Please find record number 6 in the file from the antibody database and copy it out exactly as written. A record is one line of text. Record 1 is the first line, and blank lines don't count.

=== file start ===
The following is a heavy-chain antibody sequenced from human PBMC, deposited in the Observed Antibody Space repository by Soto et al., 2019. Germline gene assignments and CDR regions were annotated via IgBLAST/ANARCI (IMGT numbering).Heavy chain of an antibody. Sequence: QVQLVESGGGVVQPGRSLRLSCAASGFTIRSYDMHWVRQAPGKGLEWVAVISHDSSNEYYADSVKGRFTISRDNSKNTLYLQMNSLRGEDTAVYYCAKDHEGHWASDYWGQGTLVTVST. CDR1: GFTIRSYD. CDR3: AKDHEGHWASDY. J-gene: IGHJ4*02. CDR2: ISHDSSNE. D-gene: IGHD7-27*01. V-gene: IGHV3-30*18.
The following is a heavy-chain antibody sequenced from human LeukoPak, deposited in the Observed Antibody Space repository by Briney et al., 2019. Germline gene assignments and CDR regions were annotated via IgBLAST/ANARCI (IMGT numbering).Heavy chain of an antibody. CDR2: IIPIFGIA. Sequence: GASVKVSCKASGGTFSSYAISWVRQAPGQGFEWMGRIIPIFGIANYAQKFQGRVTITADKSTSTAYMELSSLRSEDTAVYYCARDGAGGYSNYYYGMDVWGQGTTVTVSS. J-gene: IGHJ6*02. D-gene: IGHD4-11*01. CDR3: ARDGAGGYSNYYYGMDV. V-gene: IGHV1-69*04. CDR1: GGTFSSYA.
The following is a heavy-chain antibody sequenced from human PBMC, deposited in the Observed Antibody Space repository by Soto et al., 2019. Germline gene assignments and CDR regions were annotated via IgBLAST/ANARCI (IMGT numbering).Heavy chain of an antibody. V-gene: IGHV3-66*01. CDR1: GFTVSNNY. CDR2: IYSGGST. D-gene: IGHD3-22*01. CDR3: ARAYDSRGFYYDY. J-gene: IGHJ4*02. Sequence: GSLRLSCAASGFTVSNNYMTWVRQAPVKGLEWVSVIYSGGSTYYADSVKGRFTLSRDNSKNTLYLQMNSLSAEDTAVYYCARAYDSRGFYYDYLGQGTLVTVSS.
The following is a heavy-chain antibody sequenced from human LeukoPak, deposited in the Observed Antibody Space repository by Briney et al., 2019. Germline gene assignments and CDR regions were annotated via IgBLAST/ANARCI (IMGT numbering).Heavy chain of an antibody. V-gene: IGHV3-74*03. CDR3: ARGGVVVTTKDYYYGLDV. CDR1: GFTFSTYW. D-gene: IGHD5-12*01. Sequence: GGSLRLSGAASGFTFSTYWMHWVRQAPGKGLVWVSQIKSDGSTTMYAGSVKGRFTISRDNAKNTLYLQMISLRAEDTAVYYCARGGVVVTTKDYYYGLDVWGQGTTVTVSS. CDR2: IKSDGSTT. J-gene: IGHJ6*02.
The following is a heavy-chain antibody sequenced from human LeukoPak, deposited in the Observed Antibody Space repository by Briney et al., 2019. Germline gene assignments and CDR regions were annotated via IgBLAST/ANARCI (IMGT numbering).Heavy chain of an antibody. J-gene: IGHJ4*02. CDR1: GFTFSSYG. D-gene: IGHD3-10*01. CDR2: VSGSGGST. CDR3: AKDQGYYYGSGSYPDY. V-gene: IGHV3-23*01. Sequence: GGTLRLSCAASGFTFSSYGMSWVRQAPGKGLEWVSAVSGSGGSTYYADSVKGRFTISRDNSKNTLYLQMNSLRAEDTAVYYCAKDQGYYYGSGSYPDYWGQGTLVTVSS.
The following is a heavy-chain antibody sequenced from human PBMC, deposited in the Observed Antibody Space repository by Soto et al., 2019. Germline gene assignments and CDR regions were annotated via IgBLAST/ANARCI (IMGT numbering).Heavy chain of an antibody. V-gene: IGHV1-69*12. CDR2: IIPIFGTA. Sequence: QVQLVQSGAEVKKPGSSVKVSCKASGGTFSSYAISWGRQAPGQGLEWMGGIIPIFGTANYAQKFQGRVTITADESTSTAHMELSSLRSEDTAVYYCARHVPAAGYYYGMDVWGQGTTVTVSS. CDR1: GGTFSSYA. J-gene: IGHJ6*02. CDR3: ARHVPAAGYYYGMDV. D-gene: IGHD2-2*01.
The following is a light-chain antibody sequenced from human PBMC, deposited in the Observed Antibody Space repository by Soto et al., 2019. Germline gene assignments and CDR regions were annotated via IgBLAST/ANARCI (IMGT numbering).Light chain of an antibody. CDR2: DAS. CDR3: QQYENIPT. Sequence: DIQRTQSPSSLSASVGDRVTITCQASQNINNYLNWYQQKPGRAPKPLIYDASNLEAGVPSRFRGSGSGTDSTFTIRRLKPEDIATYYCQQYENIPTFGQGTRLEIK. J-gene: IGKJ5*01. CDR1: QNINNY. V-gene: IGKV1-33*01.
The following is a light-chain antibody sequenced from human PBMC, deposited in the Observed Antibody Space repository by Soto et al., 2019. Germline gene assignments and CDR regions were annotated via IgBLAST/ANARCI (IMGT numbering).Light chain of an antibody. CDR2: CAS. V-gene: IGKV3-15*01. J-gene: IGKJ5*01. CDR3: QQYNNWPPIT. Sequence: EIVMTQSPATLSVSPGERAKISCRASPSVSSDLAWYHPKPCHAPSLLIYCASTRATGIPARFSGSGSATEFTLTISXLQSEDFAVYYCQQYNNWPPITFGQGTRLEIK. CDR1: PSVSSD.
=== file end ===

The following is a heavy-chain antibody sequenced from human PBMC, deposited in the Observed Antibody Space repository by Soto et al., 2019. Germline gene assignments and CDR regions were annotated via IgBLAST/ANARCI (IMGT numbering).Heavy chain of an antibody. V-gene: IGHV1-69*12. CDR2: IIPIFGTA. Sequence: QVQLVQSGAEVKKPGSSVKVSCKASGGTFSSYAISWGRQAPGQGLEWMGGIIPIFGTANYAQKFQGRVTITADESTSTAHMELSSLRSEDTAVYYCARHVPAAGYYYGMDVWGQGTTVTVSS. CDR1: GGTFSSYA. J-gene: IGHJ6*02. CDR3: ARHVPAAGYYYGMDV. D-gene: IGHD2-2*01.